Linda Martin was back in Paris after an absence of nine years. With an English father and a French mother, she had grown up in France during the Second World War. When she was fourteen both of her parents were killed in a plane crash and she was sent to an orphanage in England where she remained for seven years. When she was offered a position in France as governess to nine year old Philippe, Comte de Valmy, she jumped at the opportunity to go back to the country she loved.
‘Those sweet, those stinging memories…things I had never before noticed, never missed, until now I saw them unchanged, part and parcel of that life that stopped nine years ago…I was back in France; that much of the dream of the past nine years had come true. However prosaic or dreary my new job might be, at least I had come back to the country I had persisted in regarding as my home.’
Arriving at the Château Valmy in Savoy, Linda found that her young charge was a reserved, lonely child, heir to a large estate kept in trust by his uncle after the boy’s parents died. It didn’t take Linda long to warm to the young boy and to discern that he was afraid of his uncle. His uncle had no time for his nephew and was cold and harsh towards him.
A shooting which narrowly missed Philippe, another near fatal ‘accident,’ and an unlikely romance, sets the scene for adventure, danger and uncertainty as Linda commits herself to take care of Philippe while trying to work out who the potential murderer might be.
This is the second book that I’ve read by Mary Stewart (the other being, Madam, Will You Talk?) and it was every bit as good as the first. It took a little longer for the story in Nine Coaches Waiting to develop, but it was also longer than the first.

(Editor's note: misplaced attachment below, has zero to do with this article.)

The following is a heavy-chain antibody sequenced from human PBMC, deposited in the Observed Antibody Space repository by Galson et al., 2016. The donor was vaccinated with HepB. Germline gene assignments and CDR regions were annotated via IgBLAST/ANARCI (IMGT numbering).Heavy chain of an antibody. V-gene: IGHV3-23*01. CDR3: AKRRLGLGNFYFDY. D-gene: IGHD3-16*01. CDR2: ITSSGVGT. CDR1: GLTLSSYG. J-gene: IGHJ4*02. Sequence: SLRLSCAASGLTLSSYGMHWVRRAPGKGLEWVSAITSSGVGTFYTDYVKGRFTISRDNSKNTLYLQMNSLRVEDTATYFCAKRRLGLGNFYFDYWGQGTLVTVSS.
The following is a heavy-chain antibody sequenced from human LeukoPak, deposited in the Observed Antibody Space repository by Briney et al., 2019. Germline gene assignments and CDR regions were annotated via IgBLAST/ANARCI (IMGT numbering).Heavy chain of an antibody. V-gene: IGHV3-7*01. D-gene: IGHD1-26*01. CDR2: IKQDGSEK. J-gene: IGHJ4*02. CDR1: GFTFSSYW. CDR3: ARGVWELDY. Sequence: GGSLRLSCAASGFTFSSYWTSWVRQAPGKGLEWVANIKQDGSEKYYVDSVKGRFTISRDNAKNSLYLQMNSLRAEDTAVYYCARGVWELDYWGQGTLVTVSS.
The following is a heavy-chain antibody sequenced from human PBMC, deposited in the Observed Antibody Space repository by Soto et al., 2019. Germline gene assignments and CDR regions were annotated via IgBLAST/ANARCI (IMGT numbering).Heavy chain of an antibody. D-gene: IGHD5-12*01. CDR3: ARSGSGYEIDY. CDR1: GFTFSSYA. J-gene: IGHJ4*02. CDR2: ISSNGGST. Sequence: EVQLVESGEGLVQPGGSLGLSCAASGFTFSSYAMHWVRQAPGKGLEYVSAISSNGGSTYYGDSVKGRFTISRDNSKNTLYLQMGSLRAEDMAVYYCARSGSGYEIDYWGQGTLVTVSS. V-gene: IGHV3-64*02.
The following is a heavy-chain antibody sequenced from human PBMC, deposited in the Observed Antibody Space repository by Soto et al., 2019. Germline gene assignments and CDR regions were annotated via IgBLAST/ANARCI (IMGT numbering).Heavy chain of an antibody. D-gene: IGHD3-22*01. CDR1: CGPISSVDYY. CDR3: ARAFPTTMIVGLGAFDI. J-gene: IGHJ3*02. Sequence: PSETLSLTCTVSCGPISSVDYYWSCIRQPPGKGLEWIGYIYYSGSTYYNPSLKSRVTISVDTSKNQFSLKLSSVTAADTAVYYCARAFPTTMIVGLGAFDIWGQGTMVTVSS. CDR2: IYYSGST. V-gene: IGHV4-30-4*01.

There were some similarities between the two – a vulnerable but strong young woman, a lonely child who needed protection, the French setting, and a romance.
‘An owl called below me, down in the woods; called again. Its muted melancholy found too ready an echo in me. I felt tired and depressed. Too much had happened today; and the pleasant things…had somehow faded back out of mind and left me with this queerly flattened feeling.
I know what it was, of course. I’d lived with loneliness a long time. That was something which was always there…one learns to keep it at bay…’
Again, Mary Stewart’s writing is just lovely and each chapter is introduced by a literary quotation, e.g.
And this on the ability of poetry to educate the mind:
‘The cruellest month, breeding Lilacs out of the dead land…yes, that was it. That was it. Not for the first time I was sharply grateful to Daddy for making poetry a habit with me. The best words in the best order…one always got the same shock of recognition and delight when someone’s words swam up to meet a thought or name a picture. Daddy had been right. Poetry was awfully good material to think with.’
There are some allusions to Cinderella and Jane Eyre intermingled in the story which were nicely done, as were the revelations of what underpinned the actions or thoughts of various characters.
‘Wrapped up in my loneliness and danger I hadn’t even seen that his need was the same as my own. He and I had hoed the same row, and he for a more bitter harvest.’
A great book to curl up with with a cup of tea and no interruptions, if possible, because Mary Stewart’s books are hard to put down – at least the two I’ve read so far have been.